A FIGHTING final day comeback saw the Internationals save themselves from total embarrassment with a final session win but many of the veterans of the competition want to see big changes before the next match at Royal Melbourne in 2019.
The likely next Internationals captain Ernie Els was one of those calling for a number of changes after a “slaughtering” at the hands of a young US team that is only likely to get better in the next two years.
The US won overall by 19 – 11 (after a 7.5-4.5 final singles day loss) and as well as having a much lower average overall world golfing ranking (about half), came into the event in much better form.
Eleven of their 12 players made it to the 30 man Tour Championship at East Lake last week (the one who didn’t was record President cupper Phil Mickelson, as was pointed out mirthfully by his teammates at the teams’ winning media conference).
Even the Internationals team members who did make it to East Lake – the likes of Hideki Matsuyama, Jason Day and Marc Leishman – didn’t fire overall and had slow starts to the tournament.
Cup veteran Adam Scott was another in not great form for the week, until winning his final singles match along with Day, Matsuyama, Charl Schwartzel, Louis Oosthuizen and Jhonattan Vegas. (Leishman, Branden Grace and Anirban Lahiri all halfed.)
But apart from raw talent and current form, many see some structural unfairness in the event that has seen the US team win seven matches straight and have a 10 win, 1 loss, 1 draw record overall.
A big difference is that the Americans play in a team format every year (with the Ryder Cup filling in every other year) and many have also played together since their college and junior days.
“The (US) have already played junior golf, college golf and the early part of their pro career together. It was very simple for us to put the team together,” said assistant captain Tiger Woods.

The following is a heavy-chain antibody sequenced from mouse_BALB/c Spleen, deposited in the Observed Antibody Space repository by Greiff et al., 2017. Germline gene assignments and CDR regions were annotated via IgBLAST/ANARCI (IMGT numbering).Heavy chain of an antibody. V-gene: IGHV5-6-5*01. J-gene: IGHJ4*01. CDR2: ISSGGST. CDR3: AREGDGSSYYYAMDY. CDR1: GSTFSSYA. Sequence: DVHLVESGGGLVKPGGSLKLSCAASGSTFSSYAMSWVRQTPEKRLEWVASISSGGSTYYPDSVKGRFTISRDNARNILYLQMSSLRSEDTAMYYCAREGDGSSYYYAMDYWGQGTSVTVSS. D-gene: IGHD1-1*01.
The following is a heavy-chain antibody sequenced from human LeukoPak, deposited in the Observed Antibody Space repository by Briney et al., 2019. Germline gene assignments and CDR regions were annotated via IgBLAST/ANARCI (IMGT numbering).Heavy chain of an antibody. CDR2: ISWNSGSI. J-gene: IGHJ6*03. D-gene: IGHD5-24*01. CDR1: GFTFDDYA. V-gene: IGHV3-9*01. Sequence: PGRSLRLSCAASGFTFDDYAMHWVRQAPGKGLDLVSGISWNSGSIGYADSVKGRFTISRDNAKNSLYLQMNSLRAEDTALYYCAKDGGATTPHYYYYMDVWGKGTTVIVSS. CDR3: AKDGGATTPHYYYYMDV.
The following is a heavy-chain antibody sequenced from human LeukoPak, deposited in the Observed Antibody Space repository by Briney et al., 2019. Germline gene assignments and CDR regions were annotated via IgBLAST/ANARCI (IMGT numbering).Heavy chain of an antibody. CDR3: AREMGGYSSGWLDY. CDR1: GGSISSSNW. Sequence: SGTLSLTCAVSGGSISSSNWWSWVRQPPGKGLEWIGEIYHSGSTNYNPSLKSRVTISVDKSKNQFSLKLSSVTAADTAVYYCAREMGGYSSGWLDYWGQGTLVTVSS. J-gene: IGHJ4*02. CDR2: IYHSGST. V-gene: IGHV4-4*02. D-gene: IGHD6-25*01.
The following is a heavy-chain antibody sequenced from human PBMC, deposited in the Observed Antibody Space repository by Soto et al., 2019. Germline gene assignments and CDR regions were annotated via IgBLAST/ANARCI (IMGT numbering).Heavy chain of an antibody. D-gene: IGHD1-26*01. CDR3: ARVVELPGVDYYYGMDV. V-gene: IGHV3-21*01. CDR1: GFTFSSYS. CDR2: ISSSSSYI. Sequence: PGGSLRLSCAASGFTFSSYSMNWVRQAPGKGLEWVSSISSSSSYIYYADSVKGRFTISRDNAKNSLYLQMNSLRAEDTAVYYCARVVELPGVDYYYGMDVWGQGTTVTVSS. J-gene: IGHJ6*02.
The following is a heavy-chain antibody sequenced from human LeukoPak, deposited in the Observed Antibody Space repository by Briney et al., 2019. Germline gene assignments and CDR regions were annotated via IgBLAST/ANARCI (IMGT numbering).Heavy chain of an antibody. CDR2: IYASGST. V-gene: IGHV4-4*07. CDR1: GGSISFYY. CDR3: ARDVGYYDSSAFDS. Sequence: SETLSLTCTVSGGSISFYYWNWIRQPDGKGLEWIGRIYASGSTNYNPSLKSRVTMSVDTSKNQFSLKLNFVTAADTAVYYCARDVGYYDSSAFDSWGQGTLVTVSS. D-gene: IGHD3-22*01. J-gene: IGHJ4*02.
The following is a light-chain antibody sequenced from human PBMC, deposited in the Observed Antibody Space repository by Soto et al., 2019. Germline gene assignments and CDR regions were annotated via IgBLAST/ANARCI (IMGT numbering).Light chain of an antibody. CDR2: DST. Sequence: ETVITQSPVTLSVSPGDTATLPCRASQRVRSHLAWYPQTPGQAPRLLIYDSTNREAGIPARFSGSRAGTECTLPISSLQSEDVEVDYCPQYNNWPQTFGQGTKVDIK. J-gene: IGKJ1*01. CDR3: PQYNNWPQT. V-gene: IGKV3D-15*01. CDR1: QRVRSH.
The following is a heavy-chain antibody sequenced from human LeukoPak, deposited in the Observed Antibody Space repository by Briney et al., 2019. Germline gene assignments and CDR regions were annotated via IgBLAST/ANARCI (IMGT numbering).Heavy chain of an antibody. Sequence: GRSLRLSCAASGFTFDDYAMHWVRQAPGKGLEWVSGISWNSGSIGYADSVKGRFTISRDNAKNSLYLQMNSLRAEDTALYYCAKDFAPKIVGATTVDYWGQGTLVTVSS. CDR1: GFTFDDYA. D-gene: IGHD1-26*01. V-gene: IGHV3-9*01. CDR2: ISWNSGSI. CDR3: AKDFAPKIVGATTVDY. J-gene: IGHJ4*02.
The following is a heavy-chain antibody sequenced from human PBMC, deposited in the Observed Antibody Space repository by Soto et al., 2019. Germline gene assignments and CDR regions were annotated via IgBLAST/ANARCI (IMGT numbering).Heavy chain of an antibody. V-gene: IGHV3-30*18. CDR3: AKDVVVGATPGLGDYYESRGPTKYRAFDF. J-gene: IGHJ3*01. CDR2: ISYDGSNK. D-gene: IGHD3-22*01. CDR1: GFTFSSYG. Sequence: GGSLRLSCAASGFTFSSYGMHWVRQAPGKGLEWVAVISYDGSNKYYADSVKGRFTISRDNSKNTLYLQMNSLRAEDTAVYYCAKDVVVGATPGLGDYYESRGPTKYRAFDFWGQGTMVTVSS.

Els called for an overhaul of “logistics, scheduling, selection process (and) course set-up” before the next instalment event in Melbourne, venue of the Internationals’ lone victory in 1998.
“The Presidents Cup is owned by the PGA Tour, but we have to be more in control,” said Els. “There’s got to be a two-way street; we just want to be treated fairly.”
Els criticised the selection criteria for the Internationals, which is comprised of the top ten 10 players on the world rankings excluding those from Europe and Great Britain, whilst he US team is filled by the top 10 players on a rolling, two-year tally of FedEx Cup points, before both teams select two captain’s picks.
All 12 American players this year were ranked inside the world top 30, compared to six for the visitors.
“Maybe we should have our own selection process; picking six guys and six guys qualifiers … instead of being dictated by the Tour,” said Els.
Scott said the Americans obviously benefited from playing an annual team event.
“Playing together every year; they are getting good at it. They have found a system and they are winning,” he said.
“We need more practice of team play. The (Internationals) are really going to have to invest more in this as a group collectively on the off-year.
“This (defeat) is on the cards (again) unless we really get our acts together.”
2018 Presidents Cup Final Round Highlights Video